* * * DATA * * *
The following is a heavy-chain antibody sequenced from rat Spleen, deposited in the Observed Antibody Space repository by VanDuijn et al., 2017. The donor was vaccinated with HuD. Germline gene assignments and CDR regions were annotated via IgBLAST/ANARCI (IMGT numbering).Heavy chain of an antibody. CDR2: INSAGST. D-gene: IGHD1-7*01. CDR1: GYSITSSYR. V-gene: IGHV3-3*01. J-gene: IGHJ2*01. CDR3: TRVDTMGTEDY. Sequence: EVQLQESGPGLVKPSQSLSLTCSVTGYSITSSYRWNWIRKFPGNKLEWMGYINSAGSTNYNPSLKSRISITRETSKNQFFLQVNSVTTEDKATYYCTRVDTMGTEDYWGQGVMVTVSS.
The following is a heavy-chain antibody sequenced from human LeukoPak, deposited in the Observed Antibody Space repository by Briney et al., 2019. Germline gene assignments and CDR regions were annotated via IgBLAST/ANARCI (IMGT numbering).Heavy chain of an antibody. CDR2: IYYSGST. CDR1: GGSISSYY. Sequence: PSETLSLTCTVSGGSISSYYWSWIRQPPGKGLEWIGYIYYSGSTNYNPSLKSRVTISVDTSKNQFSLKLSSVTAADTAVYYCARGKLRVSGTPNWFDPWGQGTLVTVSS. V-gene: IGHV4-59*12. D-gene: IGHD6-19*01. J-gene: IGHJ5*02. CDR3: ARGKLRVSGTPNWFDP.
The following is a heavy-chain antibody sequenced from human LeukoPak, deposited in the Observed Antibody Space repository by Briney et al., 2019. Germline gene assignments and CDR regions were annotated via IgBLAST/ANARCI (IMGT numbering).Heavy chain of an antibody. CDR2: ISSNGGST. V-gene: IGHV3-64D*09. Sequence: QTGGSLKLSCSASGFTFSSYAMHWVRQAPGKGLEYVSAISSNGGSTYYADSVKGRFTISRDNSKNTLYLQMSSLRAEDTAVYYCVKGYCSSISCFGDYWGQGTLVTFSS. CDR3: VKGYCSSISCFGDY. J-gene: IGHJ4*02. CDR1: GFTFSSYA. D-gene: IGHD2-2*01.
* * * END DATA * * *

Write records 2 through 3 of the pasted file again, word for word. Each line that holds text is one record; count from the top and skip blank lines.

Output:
The following is a heavy-chain antibody sequenced from human LeukoPak, deposited in the Observed Antibody Space repository by Briney et al., 2019. Germline gene assignments and CDR regions were annotated via IgBLAST/ANARCI (IMGT numbering).Heavy chain of an antibody. CDR2: IYYSGST. CDR1: GGSISSYY. Sequence: PSETLSLTCTVSGGSISSYYWSWIRQPPGKGLEWIGYIYYSGSTNYNPSLKSRVTISVDTSKNQFSLKLSSVTAADTAVYYCARGKLRVSGTPNWFDPWGQGTLVTVSS. V-gene: IGHV4-59*12. D-gene: IGHD6-19*01. J-gene: IGHJ5*02. CDR3: ARGKLRVSGTPNWFDP.
The following is a heavy-chain antibody sequenced from human LeukoPak, deposited in the Observed Antibody Space repository by Briney et al., 2019. Germline gene assignments and CDR regions were annotated via IgBLAST/ANARCI (IMGT numbering).Heavy chain of an antibody. CDR2: ISSNGGST. V-gene: IGHV3-64D*09. Sequence: QTGGSLKLSCSASGFTFSSYAMHWVRQAPGKGLEYVSAISSNGGSTYYADSVKGRFTISRDNSKNTLYLQMSSLRAEDTAVYYCVKGYCSSISCFGDYWGQGTLVTFSS. CDR3: VKGYCSSISCFGDY. J-gene: IGHJ4*02. CDR1: GFTFSSYA. D-gene: IGHD2-2*01.